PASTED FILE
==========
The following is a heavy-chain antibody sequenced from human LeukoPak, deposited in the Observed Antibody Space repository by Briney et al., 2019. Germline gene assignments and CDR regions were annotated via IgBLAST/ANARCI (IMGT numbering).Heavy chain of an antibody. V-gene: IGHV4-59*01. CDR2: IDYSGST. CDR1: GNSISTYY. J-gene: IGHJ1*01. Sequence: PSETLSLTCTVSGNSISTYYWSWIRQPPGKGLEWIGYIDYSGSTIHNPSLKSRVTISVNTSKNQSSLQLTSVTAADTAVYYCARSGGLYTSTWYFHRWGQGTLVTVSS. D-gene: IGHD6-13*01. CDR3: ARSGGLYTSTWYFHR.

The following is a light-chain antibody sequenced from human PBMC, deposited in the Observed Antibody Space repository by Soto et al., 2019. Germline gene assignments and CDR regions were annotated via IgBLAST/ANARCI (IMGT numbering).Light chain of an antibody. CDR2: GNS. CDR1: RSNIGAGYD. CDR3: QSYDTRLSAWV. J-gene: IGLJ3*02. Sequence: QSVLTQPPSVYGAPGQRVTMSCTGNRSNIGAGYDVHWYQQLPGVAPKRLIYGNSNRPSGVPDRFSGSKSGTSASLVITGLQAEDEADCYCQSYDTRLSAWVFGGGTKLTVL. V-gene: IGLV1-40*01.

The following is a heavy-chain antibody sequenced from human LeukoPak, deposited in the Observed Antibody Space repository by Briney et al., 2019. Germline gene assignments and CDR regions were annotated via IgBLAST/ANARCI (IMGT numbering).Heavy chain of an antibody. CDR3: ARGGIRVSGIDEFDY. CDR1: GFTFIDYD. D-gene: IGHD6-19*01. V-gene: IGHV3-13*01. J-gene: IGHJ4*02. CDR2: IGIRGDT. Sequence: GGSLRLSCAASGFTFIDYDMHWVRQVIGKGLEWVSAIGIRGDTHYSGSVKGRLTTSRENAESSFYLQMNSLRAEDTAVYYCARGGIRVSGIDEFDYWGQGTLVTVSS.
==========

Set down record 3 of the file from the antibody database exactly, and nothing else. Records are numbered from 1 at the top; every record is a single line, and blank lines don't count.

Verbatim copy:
The following is a heavy-chain antibody sequenced from human LeukoPak, deposited in the Observed Antibody Space repository by Briney et al., 2019. Germline gene assignments and CDR regions were annotated via IgBLAST/ANARCI (IMGT numbering).Heavy chain of an antibody. CDR3: ARGGIRVSGIDEFDY. CDR1: GFTFIDYD. D-gene: IGHD6-19*01. V-gene: IGHV3-13*01. J-gene: IGHJ4*02. CDR2: IGIRGDT. Sequence: GGSLRLSCAASGFTFIDYDMHWVRQVIGKGLEWVSAIGIRGDTHYSGSVKGRLTTSRENAESSFYLQMNSLRAEDTAVYYCARGGIRVSGIDEFDYWGQGTLVTVSS.